RBI conducts first simultaneous OMO, buys more bonds than it sells

The Reserve Bank of India (RBI) conducted its first simultaneous ‘buy and sell’ open market operations (OMOs), in which it bought more bonds than it sold, showed results.

The central bank had planned to buy up to Rs 10,000 crore of 10-year bonds and sell up to Rs 10,000 crore of four short-term bonds. The auction results, however, showed that while the RBI bought its full quota of 10-year bonds, it sold just Rs 6,825 crore, in aggregate, of short-term bonds maturing in the next one year.  

The trading session was extended by half an hour for the purpose. There was apprehension in the market that the sale of short-term bonds would push up yields despite adequate liquidity, and this could be something that the central bank desired to do. 

However, the partial sale won’t disturb short-term yields for long, said bond dealers. On the contrary, the RBI seemed to be uncomfortable with the yields quoted. The cut-off yield on the 10-year bond came in at 6.5462 per cent, slightly lower than the closing figure of 6.5680 per cent. The 10-year bond yields stood at 6.75 per cent before the OMO announcement last week. 

The RBI received offers of about Rs 20,826 crore for the 10-year bond purchase. For the short-term bonds, it got offers of close to Rs 20,330 crore.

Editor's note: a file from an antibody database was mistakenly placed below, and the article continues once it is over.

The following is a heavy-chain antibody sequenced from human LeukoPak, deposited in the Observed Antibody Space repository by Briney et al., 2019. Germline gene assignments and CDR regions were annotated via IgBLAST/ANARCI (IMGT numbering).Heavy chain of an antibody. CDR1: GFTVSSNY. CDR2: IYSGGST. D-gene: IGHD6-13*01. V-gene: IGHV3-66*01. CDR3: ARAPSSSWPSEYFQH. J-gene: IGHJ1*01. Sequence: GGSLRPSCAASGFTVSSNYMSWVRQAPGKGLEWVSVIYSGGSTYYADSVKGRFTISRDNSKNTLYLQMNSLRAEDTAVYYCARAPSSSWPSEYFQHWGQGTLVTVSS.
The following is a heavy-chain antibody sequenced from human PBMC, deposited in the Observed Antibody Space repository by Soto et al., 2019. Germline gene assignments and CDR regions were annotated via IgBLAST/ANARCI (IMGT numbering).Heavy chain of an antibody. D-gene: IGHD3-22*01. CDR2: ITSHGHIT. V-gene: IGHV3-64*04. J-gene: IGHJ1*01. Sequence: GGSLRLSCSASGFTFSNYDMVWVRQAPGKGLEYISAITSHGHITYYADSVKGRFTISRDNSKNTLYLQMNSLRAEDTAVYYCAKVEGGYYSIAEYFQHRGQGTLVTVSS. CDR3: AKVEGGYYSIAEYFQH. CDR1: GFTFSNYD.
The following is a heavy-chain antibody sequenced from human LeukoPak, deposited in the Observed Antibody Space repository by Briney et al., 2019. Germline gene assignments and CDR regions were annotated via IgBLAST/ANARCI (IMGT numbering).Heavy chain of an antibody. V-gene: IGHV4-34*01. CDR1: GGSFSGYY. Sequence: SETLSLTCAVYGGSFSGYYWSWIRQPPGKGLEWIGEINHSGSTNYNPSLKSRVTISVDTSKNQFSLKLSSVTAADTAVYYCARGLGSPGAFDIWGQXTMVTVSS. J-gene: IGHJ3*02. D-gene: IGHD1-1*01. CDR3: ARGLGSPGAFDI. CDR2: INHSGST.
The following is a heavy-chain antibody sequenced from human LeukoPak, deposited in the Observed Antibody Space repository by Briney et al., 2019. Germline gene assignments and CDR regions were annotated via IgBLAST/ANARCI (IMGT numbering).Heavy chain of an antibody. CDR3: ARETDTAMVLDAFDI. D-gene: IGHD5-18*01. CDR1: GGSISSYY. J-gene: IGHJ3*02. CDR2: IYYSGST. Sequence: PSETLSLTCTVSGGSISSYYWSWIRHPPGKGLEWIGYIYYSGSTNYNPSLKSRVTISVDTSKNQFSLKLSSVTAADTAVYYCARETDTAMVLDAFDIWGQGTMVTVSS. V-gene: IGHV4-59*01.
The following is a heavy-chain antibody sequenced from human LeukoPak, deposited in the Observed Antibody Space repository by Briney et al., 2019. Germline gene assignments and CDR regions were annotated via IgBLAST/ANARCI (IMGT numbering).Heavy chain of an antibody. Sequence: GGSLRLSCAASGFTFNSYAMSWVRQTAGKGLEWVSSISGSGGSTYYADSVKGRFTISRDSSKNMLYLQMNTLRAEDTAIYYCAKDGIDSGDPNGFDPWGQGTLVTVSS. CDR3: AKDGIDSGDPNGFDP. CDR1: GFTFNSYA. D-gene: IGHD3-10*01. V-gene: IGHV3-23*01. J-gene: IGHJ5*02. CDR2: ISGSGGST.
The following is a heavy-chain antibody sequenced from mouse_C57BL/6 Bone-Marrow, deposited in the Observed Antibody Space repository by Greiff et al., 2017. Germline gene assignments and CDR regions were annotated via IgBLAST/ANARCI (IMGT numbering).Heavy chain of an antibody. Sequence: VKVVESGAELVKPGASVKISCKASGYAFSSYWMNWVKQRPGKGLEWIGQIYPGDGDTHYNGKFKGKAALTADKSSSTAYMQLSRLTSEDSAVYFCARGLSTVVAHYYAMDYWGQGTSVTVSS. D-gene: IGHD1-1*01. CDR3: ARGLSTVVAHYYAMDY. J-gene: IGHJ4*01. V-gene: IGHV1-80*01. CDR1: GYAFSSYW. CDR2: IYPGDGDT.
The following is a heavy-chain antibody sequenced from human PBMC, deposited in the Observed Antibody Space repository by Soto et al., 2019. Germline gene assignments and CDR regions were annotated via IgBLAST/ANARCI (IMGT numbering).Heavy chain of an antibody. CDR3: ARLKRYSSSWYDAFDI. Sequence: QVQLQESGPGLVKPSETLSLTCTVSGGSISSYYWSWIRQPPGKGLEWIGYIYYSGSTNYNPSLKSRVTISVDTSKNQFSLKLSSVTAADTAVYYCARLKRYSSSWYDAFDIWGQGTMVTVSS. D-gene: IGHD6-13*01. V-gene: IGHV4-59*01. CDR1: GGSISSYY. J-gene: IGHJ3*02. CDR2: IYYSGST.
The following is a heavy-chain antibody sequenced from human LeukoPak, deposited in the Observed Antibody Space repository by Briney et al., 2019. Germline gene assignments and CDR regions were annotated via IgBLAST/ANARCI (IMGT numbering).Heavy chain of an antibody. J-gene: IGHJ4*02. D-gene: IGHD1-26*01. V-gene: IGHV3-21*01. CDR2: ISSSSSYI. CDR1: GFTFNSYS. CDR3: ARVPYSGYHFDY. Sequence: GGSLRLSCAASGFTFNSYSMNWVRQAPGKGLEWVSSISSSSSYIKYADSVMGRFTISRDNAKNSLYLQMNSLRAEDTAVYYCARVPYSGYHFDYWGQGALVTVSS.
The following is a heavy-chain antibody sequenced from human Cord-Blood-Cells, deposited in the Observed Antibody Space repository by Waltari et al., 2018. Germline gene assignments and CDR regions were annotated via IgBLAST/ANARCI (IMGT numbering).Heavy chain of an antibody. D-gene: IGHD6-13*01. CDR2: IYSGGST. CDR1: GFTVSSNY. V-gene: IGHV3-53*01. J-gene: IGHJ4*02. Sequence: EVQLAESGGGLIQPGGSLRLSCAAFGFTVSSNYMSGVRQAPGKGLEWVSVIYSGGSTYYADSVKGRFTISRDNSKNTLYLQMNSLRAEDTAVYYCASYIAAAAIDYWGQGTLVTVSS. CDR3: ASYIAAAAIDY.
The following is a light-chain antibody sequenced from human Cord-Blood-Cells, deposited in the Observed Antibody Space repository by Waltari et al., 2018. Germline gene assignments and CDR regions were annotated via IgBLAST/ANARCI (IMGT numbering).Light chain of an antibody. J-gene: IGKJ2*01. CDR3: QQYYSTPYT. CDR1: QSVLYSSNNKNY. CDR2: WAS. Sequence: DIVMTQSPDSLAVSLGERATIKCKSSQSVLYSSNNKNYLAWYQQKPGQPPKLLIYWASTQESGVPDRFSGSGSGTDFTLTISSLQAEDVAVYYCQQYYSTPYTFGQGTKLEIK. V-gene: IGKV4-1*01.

The cut-off in the four bonds were between 5.22 and 5.578 per cent, higher by 4-5 basis points from their current market rate. 

Bond dealers said there was no need to conduct the OMO to impact short-term bond yields, given that they are dependent on liquidity. The average liquidity level is at Rs 2.5 trillion at present. 

If it reduces from here — which is likely by the year end — the short-term bond yields will rise anyway. Most banks have linked their retail lending rates to the repo, which remains at 5.15 per cent, and could reduce to 4.75-4.5 per cent during this rate cutting cycle, said dealers.

There is, however, some benefit in bringing longer-term yields down. The market is certain the government will borrow extra, given that the fiscal deficit is likely to widen. Softer yields help the government borrow cheap. Besides, they benefit a host of borrowers. 

“The 10-year central government security works as a base for pricing state development loans and corporate bonds of similar maturity. Following the announcement of the special OMO, the 10-year yield of the central government security has come down, along with the yields of state development loans and corporate bonds. In addition, the spreads between long-term and short-term yields have narrowed slightly,” said Hemal Doshi, vice-president (treasury) of SBI DFHI, a primary dealer.

However, if the OMO happens to be a one-off, the RBI is unlikely to get its desired result as the 10-year yields will likely reprise itself, say bond dealers. But it is unlikely to be a one-off and more such OMOs can be expected going forward, as the government readies itself for excess borrowing, bond dealers say.

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